### Different Products, occuring with Polytopes

This content was mainly inspired by Miss W. Krieger.

#### The Pyramid Product   (up)

The pyramid product within the most-often used sense describes the step-up to the following dimension, using any former polytope as a base, and adding a single vertex in an orthogonal direction atop that base as a tip, thereby getting as new polytope that spanned pyramid.

For any given subdimension the subelements of that new polytope consist out of those subelements of that very dimension of the base polytope, plus the alike derived pyramids with the same tip but using any of the subelements of the base polytope with one dimension less. - This extends through all subdimension, including that of the full space on the one end ("body"), and including the empty space ("nulloid") at the other. (The nulloid, or empty set, of any polytope is unique, has dimension -1, and is incident to all subelements, including the vertices. It is the dual of the polytopal body.) The product of the empty space at the base and a single vertex (tip) being that very vertex.

The pyramid product applies especially to the dimensional set of simplices (sometimes also called: the series of pyro-polytopes). Here we get the Pascal triangle:

```elemental    |                  encasing dimension
counts       | -1     0     1     2     3      4      5      6      7       8       9      10
|                        (tet)  (pen)  (hix)  (hop)  (oca)   (ene)   (day)   (ux)
-------------+-------------------------------------------------------------------------------
-1  |  1  -  1  -  1  -  1  -  1  -   1  -   1  -   1  -   1  -    1  -    1  -    1
|     \     \     \     \     \      \      \      \      \       \       \
sub-      0  |        1  -  2  -  3  -  4  -   5  -   6  -   7  -   8  -    9  -   10  -   11
elemen-      |           \     \     \     \      \      \      \      \       \       \
tal       1  |              1  -  3  -  6  -  10  -  15  -  21  -  28  -   36  -   45  -   55
dimen-       |                 \     \     \      \      \      \      \       \       \
sion      2  |                    1  -  4  -  10  -  20  -  35  -  56  -   84  -  120  -  165
|                       \     \      \      \      \      \       \       \
3  |                          1  -   5  -  15  -  35  -  70  -  126  -  210  -  330
|                             \      \      \      \      \       \       \
4  |                                 1  -   6  -  21  -  56  -  126  -  252  -  462
|                                    \      \      \      \       \       \
5  |                                        1  -   7  -  28  -   84  -  210  -  462
|                                           \      \      \       \       \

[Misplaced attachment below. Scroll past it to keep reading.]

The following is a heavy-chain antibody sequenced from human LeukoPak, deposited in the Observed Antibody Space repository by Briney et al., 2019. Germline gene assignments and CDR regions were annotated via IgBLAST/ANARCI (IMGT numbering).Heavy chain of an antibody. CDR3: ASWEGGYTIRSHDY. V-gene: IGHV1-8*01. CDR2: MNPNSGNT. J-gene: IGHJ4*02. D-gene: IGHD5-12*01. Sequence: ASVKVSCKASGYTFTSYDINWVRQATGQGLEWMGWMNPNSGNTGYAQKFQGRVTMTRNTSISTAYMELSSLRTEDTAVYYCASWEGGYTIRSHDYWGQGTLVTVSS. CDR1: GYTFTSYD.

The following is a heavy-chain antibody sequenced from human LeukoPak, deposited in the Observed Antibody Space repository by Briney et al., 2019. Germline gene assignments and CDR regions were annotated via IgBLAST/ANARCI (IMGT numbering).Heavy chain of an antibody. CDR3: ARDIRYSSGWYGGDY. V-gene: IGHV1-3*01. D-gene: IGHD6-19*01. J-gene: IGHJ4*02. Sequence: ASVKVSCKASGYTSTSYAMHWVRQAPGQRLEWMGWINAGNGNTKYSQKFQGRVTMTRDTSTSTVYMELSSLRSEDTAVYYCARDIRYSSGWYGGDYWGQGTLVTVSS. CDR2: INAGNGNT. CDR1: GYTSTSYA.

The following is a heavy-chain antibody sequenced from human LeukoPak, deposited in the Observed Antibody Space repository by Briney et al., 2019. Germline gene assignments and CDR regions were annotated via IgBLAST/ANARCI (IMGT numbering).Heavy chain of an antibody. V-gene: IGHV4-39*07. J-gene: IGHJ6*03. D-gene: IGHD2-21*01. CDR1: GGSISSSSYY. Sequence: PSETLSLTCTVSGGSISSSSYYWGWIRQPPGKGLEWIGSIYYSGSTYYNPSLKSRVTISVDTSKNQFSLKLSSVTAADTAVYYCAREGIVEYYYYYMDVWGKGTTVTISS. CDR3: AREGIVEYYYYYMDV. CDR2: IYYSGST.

6  |                                               1  -   8  -   36  -  120  -  330
|                                                  \      \       \       \
7  |                                                      1  -    9  -   45  -  165
|                                                         \       \       \
8  |                                                              1  -   10  -   55
|                                                                 \       \
9  |                                                                      1  -   11
|                                                                         \
10  |                                                                              1
```

The circumradius of the simplex can be given as a function of its dimension too, just as its inradius – and thus its height, and even the angle α between adjacent facet normals, or its volume:

```circumradius = sqrt[D/2(D+1)]
height       = sqrt[(D+1)/2D]
cos(α)       = -1/D
volume       = sqrt[(D+1)/2^D]/D!
```

(Esp. for D → ∞ we get for the regular simplex  circumradius = height = 1/sqrt(2),   inradius = volume = cos(α) = 0.)

Beyond this narrower sense we also could build a pyramid product of 2 non-degenerate polytopes. Then this product will position either factor in an orthogonal subspace, but shift those subspaces relative to one-another, along a direction mutually orthogonal to both. Then all will be subject to a convex hull – at least as long both factors are convex themselves. Accordingly the dimension of this product will be the sum of the dimensions of the factors, plus one. For non-convex factors those bases could be morphed similarily, by dimensional degression, running over the set of lacing facets, which surely are pyramid products of one dimension less.

The neutral element of that product clearly is the nulloid. The pyramid product in the narrower sense is just the restriction here-of to one factor being a mere point. Further, in case both factors are uniform simplices, and the shift is adjusted so that the lacing edges also have unit lengths, this product results in (higher dimensional) uniform simplices again. E.g. for 3D we have: point || 3gon, line || perp line, and 3gon || point, all describing nothing but the tet.

#### The Prism Product   (up)